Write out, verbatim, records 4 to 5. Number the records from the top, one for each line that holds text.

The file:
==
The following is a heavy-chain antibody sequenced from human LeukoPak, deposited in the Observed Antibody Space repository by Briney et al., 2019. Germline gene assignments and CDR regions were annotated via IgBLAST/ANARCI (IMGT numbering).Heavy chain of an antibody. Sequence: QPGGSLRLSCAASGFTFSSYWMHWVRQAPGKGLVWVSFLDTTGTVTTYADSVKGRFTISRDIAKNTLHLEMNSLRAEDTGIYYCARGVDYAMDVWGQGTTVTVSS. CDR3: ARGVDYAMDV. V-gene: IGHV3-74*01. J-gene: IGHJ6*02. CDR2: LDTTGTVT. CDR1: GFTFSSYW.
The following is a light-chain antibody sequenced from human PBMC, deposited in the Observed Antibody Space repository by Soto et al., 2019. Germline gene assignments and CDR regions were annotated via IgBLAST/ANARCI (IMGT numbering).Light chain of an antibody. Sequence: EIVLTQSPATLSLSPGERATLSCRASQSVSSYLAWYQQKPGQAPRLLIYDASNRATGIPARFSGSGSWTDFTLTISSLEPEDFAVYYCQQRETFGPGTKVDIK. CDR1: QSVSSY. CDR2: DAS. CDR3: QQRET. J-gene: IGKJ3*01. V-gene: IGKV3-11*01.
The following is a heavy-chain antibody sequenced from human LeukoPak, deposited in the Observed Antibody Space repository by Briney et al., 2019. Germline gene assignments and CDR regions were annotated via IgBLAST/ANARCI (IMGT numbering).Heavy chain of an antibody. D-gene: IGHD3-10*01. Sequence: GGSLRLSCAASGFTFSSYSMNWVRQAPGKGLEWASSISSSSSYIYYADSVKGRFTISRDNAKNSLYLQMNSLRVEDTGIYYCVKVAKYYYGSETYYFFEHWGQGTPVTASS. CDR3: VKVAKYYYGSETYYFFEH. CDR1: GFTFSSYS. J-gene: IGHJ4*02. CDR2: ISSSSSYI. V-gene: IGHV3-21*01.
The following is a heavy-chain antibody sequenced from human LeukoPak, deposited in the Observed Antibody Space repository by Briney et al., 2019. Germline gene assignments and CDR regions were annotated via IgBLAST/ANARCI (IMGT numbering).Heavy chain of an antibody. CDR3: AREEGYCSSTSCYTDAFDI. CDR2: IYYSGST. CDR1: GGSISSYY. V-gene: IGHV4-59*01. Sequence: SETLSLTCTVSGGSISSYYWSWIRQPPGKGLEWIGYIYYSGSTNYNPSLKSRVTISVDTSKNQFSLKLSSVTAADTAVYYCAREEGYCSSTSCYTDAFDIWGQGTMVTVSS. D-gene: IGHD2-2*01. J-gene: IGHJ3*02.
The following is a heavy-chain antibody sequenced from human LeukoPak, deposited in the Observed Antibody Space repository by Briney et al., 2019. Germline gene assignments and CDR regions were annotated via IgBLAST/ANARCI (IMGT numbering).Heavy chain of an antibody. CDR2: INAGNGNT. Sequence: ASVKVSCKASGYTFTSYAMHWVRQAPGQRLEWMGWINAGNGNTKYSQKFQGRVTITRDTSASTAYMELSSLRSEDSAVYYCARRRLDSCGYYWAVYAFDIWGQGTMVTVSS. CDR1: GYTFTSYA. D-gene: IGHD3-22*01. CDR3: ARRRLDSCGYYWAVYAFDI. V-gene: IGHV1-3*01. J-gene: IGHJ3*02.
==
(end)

The following is a heavy-chain antibody sequenced from human LeukoPak, deposited in the Observed Antibody Space repository by Briney et al., 2019. Germline gene assignments and CDR regions were annotated via IgBLAST/ANARCI (IMGT numbering).Heavy chain of an antibody. CDR3: AREEGYCSSTSCYTDAFDI. CDR2: IYYSGST. CDR1: GGSISSYY. V-gene: IGHV4-59*01. Sequence: SETLSLTCTVSGGSISSYYWSWIRQPPGKGLEWIGYIYYSGSTNYNPSLKSRVTISVDTSKNQFSLKLSSVTAADTAVYYCAREEGYCSSTSCYTDAFDIWGQGTMVTVSS. D-gene: IGHD2-2*01. J-gene: IGHJ3*02.
The following is a heavy-chain antibody sequenced from human LeukoPak, deposited in the Observed Antibody Space repository by Briney et al., 2019. Germline gene assignments and CDR regions were annotated via IgBLAST/ANARCI (IMGT numbering).Heavy chain of an antibody. CDR2: INAGNGNT. Sequence: ASVKVSCKASGYTFTSYAMHWVRQAPGQRLEWMGWINAGNGNTKYSQKFQGRVTITRDTSASTAYMELSSLRSEDSAVYYCARRRLDSCGYYWAVYAFDIWGQGTMVTVSS. CDR1: GYTFTSYA. D-gene: IGHD3-22*01. CDR3: ARRRLDSCGYYWAVYAFDI. V-gene: IGHV1-3*01. J-gene: IGHJ3*02.